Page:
Everyone has his or her favorite season. Some love the fall with the beautiful turning colors of leaves and the cool briskness of the nights after a hot summer.
Others love the winter with colder temperatures and the childlike excitement of snow and the adventures it can bring. Still others love the summer with the warmth of the sun and long days for fun outdoor activities—swimming and cooking out.
But for me, my favorite season has been a toss up between spring and summer.
I have always loved the warm weather of summertime and I have often said that I would take even a 100-degree day over a 20-degree day any day of the year. Growing up, I’m sure I was like most other children who grew to love summer as it brought the end of the school year and the freedom of summer pleasures. And I have confirmed this love for warm weather even in the cars I drive owning two different sporty convertibles.
Springtime has also always been special to me as it brings to a close, the end of winter, my least favorite season. The shortcomings of spring for me have been that it still retains vestiges of the dead of winter—bare, leafless trees and brown grass yards. But it has been a growing appreciation for colorful and fragrant blooming flowers that has swayed me towards loving spring.
For someone who is constantly busy, it can easily be said that for a large part of my life, I have failed to “stop and smell the roses.” But it was a trip to Hawaii in 1998 that really brought my attention to focus on the colorful flowers that were in bloom almost everywhere we looked.
My favorite flower from this trip was by far, the Bird of Paradise. Its unique shape and intense colorful contrast of purple and orange made we want to grow some of my own even though I knew I lived in a climate that would make it impossible for them to grow.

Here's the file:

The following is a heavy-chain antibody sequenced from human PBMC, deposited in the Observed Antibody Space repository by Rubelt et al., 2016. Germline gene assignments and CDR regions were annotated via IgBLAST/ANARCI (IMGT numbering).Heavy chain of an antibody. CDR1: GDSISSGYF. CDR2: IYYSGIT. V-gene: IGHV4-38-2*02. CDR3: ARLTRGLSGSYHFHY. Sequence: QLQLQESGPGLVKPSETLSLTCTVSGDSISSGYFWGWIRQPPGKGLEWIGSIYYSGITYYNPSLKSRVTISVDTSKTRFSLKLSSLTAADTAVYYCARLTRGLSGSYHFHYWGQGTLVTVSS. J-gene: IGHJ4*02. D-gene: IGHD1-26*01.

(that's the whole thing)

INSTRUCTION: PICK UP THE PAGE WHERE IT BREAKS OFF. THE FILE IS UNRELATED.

So I did the next best thing, buying silk flower Bird of Paradise and placing them in a pot by the front door as a daily reminder of the wonderful trip and the beautiful flower from the island.
My love for flowers and springtime blossomed even more as I began to make yearly trips to Amsterdam. I longed to see the fields of flowers so often seen in Holland calendars.
Aalsmeer in Holland is the flower capital of the world and although I have not actually been there, evidence of Holland being home to the flower capital is evident in every city in Holland.
My first exposure to the expansive floral variety that the Dutch had to offer was in walking through the flower market (Bloemenmarkt). No matter what time of year I happened to be in Amsterdam, spring, summer, fall, or winter, the market was always filled with unique and exotic blooms, even the Bird of Paradise that was my first floral love.
The tulip, undoubtedly the most recognizable signature flower of the Netherlands, features prominent in the market in a variety of colors and shapes. On more than one occasion, I have brought back tulip bulbs for growing in my own home but have met with mixed success given the unpredictable Memphis winters we have.
One bulb I have been successful in bringing back is the Amaryllis. I could not believe the size of the ones available in the Flower Market, which produced immense blooms.
Over the years, I have brought back several different colors and have been amazed by their size and beauty. These bulbs have proven most hardy since after the first year of growing them indoors, I transplanted them to our flowerbed. And every year, they have faithfully re-bloomed in all their previous glory.
My first exposure to flowers on a larger scale outside Amsterdam came in 2002 when during my annual trip to Amsterdam; I took in Floriade—the decennial event held in different locales within Holland every ten years.
Unfortunately, being there over Memorial Day weekend, I missed most of the flowers since they had peaked several weeks before my trip.
Undeterred, I sought out other options for future visits that would give me the large-scale floral experience I sought. What I found was the grand slam of flower displays in Holland, Keukenhof, a place so beautiful that it demands a story all by itself.